UK GDP growth slowed sharply in the third quarter of 2021 to 1.3% compared to 5.5% in the second quarter, largely due to surging COVID-19 infection rates, rising prices and global supply constraints worsened in the UK by post-Brexit trade restrictions. Whilst the UK is making progress, its GDP remains 2.1% below its pre-pandemic level.
Furthermore, the Bank of England (BOE) decided to keep rates on hold in November, surprising most market participants, subsequently causing the sterling to lose ground against all major currencies. Inflation continues to surge with the CPI increasing to 4.2% y/y in October, the highest reading since December 2011. With yet another large jump in inflation, a rate hike is expected at the BOE’s next monthly meeting.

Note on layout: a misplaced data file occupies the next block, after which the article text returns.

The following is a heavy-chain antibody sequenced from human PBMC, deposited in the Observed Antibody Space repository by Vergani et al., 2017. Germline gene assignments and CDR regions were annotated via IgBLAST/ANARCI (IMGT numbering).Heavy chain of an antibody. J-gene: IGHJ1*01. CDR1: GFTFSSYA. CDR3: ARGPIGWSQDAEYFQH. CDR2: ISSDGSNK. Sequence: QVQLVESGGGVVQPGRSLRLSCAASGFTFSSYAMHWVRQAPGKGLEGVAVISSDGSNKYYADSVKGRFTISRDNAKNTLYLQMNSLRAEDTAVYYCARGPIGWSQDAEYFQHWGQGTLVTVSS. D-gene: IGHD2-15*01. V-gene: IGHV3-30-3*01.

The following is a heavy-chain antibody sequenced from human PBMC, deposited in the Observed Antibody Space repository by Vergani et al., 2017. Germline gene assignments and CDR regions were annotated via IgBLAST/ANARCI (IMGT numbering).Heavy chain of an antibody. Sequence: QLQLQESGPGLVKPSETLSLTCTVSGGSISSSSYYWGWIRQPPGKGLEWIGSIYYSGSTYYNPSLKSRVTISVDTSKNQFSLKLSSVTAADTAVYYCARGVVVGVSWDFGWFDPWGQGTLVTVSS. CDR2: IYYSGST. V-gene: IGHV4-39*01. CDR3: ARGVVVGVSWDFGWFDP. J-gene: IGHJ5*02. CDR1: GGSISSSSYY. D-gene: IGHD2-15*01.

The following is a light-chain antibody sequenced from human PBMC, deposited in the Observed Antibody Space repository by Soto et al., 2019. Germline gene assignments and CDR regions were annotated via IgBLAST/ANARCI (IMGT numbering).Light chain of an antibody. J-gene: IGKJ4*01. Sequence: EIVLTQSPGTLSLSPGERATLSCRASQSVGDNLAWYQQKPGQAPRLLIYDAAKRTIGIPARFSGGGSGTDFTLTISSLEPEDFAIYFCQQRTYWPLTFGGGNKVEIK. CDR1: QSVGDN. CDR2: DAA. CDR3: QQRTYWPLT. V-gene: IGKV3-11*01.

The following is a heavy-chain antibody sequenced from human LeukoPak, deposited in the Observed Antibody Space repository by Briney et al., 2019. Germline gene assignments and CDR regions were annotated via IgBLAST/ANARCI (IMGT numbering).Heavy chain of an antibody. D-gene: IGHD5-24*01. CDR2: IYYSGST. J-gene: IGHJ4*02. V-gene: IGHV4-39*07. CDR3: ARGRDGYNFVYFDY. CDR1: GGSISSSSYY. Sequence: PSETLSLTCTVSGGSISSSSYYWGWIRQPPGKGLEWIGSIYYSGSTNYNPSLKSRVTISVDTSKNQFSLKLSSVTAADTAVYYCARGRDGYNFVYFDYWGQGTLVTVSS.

China beginning to show signs of economic recovery
Macroeconomic data in China released this month showed an improvement in external demand and domestic activity. China’s exports continued to surprise to the upside for the third month in a row, with growth of 27% y/y in October, driven by strong demand from Europe. On the domestic front, retail sales and industrial production exceeded expectations, rising 4.7% and 3.5% y/y respectively in October.
Power shortages were eased in November, leading to an improvement in manufacturing production as China’s official manufacturing PMI rebounded slightly to 50.1 for the month, indicating its first expansion in manufacturing activity for two months. Despite this it’s still the third-lowest level in 21 months.
SA economic prospects and discovery of the Omicron variant